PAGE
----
The IHPV speed records almost all are done on larger wheels and that's with most of the wheel inside the body work, out of the aero drag potential. If smaller wheels were measurably faster they would be the size of choice.

Independent of specific trials, what the mass of humans that have done this stuff before have sensed and thus chosen certainly has meaning. Andy (who should pull out his copy of Bicycling Science and check)
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Old 09-02-19, 09:55 AM
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Originally Posted by terrymorse View Post
I disagree. Deformation in the contact patch on a smaller diameter tire is greater, therefore rolling resistance of a smaller diameter tire has to be higher.
Agree with Terry. I think that there's a reason that TdF riders don't use 650c or 26" wheels. And (correct me if I'm wrong) but the MTB racers uses 29ers. Yes? I think contact patch size is one thing. The amount of deformation of the tire for a smaller wheel is greater, and some of that deformation is inelastic. Probably a more pronounced wattage difference at higher speeds.

The other thing is the ability to roll over bumps and pits in the track. For the right size pit, a 26" tire might get more caught up than a 700c.

Is the 10% diametral difference between 700c/29er vs 26" (622mm vs 559 bead seat) diameter significant in terms of speed for most folks? Probably less for short races. Not anything to even notice for leisurely rides. For a longer road trip or race, might make a difference in seconds or minutes, depending upon road surface quality.

And last, for those of us who are taller, a frame built around 700c wheels will fit better than 26" or 650c wheels (that is, 622mm vs 559 or 571mm BSD). So a proper size frame vs too small a frame would add a significant difference in efficiency for larger riders.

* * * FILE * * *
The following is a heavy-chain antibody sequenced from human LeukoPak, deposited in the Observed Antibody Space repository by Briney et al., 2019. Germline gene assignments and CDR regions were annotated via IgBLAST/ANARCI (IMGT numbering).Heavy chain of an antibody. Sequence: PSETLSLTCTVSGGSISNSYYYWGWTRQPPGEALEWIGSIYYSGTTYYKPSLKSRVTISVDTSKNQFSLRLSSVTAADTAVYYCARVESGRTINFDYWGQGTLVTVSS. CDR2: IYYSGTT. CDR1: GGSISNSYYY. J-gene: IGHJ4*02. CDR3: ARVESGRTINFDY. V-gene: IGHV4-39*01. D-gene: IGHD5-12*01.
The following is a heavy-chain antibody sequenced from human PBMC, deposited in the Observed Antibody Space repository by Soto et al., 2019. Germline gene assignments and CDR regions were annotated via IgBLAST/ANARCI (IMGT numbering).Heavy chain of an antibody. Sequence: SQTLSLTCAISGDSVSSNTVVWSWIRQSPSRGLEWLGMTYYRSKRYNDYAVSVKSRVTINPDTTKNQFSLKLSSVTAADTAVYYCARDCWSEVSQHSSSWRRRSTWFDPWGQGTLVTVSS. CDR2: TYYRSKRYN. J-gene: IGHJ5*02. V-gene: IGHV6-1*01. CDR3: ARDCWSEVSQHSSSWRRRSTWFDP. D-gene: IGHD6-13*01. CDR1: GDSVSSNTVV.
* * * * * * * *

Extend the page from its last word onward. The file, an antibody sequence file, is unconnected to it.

But I think that the answer is a question. "What do you plan to do with the bike?" If you are a shorter rider that does mostly short rides over tracks with lots of climbing and short downhills, maybe 26" is fine. But 29er might handle bumps better. A larger rider that rides longer rides at higher speeds might want to consider a 700c bike.

I would add a suggestion, though, that if you are having a blast riding your bike with 26" wheels, continue to do so! Don't let dreams of optimal gear hamper your enjoyment of riding.
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Old 09-02-19, 01:33 PM
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Hillrider I totally disagree I was off topic. Your topic was wheel sizes and it was to show you your whole concept is wrong and makes size little difference. The Tour de France comments are wrong because the governing body decides what sizes may be used period. Roger
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Old 09-02-19, 04:31 PM
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Originally Posted by rhenning View Post
Your topic was wheel sizes and it was to show you your whole concept is wrong and makes size (sic) little difference.
When it comes to rolling resistance, size does matter. Larger diameter tires have lower rolling resistance.

If strong riders are fast on a tiny wheeled bike, they will be faster on a 700c wheeled bike.
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Old 09-02-19, 05:21 PM
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Originally Posted by Andrew R Stewart View Post
+1. There's a lot of "sounds true" being said in this thread, too bad much isn't true. Real research has been done by many and likely available, for those who really want to know the science. There's an decreasing aero drag but an increasing rolling friction as the wheels get smaller. So the question is where do these competing factors balance out. IIRC the balance is right around the 559/622 wheel size, funny how that's what most adults ride.